A new player in the APS arena is Aselsan of Turkey, which started some years ago developing two different solutions. Both are aimed at defeating shaped charge projectiles, including fly over and top attack, the company being clear saying that those two systems are not designed to cope with KE threats.
Beside its short range Pulat system, pretty similar to the Zaslin developed by Microtek of Ukraine, a modular system which has been installed on a Turkish Land Forces (TLF) battalion equipped with M60 upgraded MBTs. The module contains both the radar and the effector, which generates around 1,000 fragments that destroy the incoming warhead.
Beside the Pulat, which falls in the distributed systems category, Aselsan also developed a longer range system known as Akkor, which is conceptually similar to other launcher-based APS. In Turkey the system will likely be installed on the new Altay MBT and on existing Leopard 2A4s, while Aselsan is promoting it on its new Korhan 35 mm turret proposed for the future TLF 8×8 AIFV.
The Akkor features the typical four high resolution radars which algorithms, according to Aselsan, recognise only real incoming threats, rockets and missiles, which results in a very low false alarm rate. According to the company, these being short range radars, the vehicle electromagnetic signature remains pretty low. Sensors provide their data to the battle management system, increasing the overall situational awareness, A two-barrel trainable launcher is rotated towards the threat, the countermeasure being launched at the right azimuth and elevation according to inputs from the on-board dedicated computer in order to detonate at the exact interception point. While quite some details were provided on the Pulat short-range distributed system countermeasure, the Akkor countermeasure was not so much detailed, EDR On-Line understanding it might work on a similar principle, with fragments destroying the main shaped charge and blast deflecting the jet should this have already formed.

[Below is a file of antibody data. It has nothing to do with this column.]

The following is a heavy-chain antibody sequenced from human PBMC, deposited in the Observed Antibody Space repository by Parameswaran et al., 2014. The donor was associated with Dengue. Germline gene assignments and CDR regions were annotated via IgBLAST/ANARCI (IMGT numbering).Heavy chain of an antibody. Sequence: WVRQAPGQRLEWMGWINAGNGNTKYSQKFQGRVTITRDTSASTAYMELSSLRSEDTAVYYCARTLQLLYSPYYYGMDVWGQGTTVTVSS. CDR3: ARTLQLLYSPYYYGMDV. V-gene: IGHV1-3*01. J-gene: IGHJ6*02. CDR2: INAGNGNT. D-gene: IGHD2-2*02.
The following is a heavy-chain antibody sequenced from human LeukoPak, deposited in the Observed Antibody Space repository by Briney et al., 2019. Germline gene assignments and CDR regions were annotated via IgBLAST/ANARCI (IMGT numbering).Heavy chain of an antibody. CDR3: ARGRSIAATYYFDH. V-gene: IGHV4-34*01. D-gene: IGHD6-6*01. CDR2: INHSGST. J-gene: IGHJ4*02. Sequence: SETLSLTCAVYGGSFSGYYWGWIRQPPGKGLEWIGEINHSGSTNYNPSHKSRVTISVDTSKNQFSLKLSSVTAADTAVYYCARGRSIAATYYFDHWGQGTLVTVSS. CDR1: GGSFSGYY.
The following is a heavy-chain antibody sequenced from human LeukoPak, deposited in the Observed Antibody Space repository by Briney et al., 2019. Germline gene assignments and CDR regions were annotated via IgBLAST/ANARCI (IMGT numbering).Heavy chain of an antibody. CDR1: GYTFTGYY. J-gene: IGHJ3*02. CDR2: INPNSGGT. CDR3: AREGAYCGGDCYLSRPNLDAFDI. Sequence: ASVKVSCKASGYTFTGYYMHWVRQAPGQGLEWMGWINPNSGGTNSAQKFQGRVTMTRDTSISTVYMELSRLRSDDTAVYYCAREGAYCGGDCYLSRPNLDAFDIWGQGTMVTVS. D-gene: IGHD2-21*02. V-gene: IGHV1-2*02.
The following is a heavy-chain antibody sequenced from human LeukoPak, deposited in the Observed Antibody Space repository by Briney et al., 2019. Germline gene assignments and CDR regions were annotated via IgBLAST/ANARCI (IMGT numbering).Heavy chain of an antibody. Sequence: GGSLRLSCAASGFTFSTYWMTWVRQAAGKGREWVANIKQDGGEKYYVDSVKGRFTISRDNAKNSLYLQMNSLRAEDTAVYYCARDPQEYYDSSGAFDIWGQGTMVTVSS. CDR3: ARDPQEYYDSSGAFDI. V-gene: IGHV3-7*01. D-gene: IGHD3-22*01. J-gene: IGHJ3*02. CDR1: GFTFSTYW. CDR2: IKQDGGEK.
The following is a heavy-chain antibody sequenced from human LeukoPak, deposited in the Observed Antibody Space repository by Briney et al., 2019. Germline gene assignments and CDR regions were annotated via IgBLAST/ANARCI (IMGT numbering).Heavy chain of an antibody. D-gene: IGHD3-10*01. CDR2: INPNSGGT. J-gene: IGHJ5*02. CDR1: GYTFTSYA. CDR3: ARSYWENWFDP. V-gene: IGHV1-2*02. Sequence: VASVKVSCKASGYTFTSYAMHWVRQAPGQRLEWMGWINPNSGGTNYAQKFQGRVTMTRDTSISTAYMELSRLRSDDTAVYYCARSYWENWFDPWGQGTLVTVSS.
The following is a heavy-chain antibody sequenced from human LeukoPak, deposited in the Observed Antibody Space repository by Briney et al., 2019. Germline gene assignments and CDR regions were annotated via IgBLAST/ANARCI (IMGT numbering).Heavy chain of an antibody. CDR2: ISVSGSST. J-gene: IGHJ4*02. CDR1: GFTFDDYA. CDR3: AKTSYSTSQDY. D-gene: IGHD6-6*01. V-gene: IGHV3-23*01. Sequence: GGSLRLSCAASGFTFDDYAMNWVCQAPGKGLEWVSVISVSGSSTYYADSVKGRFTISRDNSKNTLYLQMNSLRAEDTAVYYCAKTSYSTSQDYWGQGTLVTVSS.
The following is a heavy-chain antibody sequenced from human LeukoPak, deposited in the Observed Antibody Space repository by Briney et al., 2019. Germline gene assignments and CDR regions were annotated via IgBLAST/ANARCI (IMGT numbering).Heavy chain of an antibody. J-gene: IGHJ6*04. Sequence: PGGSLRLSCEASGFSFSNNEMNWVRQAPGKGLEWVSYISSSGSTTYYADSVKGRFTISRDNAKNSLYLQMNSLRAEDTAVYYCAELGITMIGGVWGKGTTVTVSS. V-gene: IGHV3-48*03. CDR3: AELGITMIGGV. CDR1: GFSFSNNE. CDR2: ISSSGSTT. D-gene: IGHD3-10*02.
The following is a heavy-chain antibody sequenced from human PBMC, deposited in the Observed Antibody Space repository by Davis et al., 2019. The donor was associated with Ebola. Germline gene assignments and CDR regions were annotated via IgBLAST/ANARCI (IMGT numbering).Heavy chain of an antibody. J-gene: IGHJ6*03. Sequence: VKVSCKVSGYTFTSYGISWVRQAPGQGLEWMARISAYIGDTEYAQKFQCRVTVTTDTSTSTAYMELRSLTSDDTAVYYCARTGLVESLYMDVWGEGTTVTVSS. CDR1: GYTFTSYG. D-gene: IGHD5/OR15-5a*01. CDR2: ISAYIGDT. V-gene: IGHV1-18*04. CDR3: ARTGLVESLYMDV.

While the Pulat is fielded and combat proven on M60s, this is not yet true for the Akkor, which as well as the short range system has been developed hand in hand with the TLF that put the system through a series of thorough tests. According to Aselsan the Akkor should be fielded during the current year. A number of integration studies were carried out on different platforms. The Turkish defence electronic champion stated that a full integration analysis for installing the Akkor on a new platform, ensuring a full 360° coverage without blind spots, would take around six months, first deliveries being expected in one year.
Photos courtesy P. Valpolini